Disengaged Students, Part 17: Anti-Intellectualism Starts at Home
In this 20-part series, I explore the root causes and effects of academic disengagement in K-12 learners and explore the factors driving American society ever closer to being a nation that lacks intellectualism, or the pursuit of knowledge for knowledge’s sake.
It’s often said that children learn more from what they see at home than from any other source in their lives. It’s human nature to look at older humans, particularly ones that live with you, as a guiding light in life. No parent is perfect and the struggle to be the best role models for the littlest eyes is a daily one. When it comes to education, though, it seems that today’s parents are happy taking more of a backseat – despite the potential of their influence.
Why Aren’t Parents Reading?
Perhaps a more direct attack on academic engagement comes from parents’ attitudes, particularly in the earliest years of their children’s lives, about reading and teaching basic skills at home. Teachers talk about it. Administrators talk about it. National campaigns that encourage parents to read with their young children “just 20 minutes per day” emphasize the need for parents to be on hand in early learning initiatives.
But when it comes to parent-to-parent interactions, the issue is nearly non-existent. Where are the heated mommy blog debates about what type of education is best in the early years at home? Even working moms and dads, who get a little more guidance from child care curriculum, should be talking about early learning as eagerly as they talk about the dangers of overpraising their children’s accomplishments or gluten-laden food. Forget heated debates; the conversation on early childhood education does not even exist.
Facts are Inconvenient
Parents’ less-than-passionate approach to education further fuels a larger national epidemic: the ability of American adults to accept questionable theory as fact. Children who are do not see their parents reading or researching the issues that impact their own lives are children who are vulnerable to unfounded paranoia or inaccuracies themselves. Children who are unable to differentiate between hard scientific knowledge that is tested, conspiracy theories espoused by celebrities, and suspect summaries from biased sources are unlikely to make the effort to hunt down real truths in academic settings.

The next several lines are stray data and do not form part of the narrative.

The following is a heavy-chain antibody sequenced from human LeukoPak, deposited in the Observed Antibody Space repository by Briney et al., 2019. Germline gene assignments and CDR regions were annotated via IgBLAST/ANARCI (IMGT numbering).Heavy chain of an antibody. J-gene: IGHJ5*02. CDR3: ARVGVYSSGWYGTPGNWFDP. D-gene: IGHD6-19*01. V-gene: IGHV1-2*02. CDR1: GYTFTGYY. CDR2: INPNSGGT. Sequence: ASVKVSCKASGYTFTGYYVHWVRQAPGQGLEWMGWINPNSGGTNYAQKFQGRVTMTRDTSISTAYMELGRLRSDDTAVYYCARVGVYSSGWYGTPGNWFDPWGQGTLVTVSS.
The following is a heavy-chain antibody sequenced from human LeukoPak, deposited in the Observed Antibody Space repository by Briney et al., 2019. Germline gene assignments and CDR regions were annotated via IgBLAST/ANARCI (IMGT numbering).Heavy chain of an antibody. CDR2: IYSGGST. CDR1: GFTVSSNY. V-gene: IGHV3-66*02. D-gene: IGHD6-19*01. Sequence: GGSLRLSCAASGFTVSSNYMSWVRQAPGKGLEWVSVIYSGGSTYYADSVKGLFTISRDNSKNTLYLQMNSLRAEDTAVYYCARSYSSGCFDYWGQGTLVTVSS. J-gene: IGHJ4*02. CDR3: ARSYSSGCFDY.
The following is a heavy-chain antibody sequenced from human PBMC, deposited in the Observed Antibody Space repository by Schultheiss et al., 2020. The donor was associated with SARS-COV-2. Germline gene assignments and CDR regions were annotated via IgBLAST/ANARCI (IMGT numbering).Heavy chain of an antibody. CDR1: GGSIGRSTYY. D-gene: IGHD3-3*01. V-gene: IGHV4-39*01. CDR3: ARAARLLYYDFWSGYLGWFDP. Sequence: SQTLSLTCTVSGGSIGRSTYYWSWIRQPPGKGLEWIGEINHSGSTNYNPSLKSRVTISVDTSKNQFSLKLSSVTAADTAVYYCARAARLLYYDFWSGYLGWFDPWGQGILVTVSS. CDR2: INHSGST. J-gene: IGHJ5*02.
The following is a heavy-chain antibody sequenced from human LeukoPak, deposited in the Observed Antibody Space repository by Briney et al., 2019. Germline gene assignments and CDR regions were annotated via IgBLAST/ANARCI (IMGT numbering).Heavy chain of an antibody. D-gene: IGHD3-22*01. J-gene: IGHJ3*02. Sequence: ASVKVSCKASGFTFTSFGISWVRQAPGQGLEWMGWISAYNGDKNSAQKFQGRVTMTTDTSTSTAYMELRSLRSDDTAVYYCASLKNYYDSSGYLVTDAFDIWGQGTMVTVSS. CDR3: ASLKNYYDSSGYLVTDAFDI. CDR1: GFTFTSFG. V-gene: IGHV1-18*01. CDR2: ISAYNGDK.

Our popular culture mistakes assertions and correlations for arguments and proofs. If the rise in autism cases and the rise in the number of childhood vaccines coincide, that is enough evidence for a connection to be presumed. If a parent who raised a child on formula later sent that teen to Harvard, then there is clearly no validity in scientific claims that breast milk is indeed a better choice. If a President cannot produce an original birth certificate at a moment’s notice, then it stands to reason that he is an African terrorist infiltrating the U.S. government to further the world-supremacy plans of Islam. Get my point?
Each unfounded argument that is unquestioningly accepted by parents teaches even the youngest children that belief does not need a foundation. Blind acceptance is encouraged, and intellectual pursuits discouraged, when parents allow themselves to be led off the scientific path. The early molding of young minds impacts the ability of children to think critically in academic settings, for better or worse.
For K-12 students to really excel in classrooms, they must have the knowledge pursuit inspiration from home. It will make a difference in the desire level for answers, and will boost intellectualism in the long term.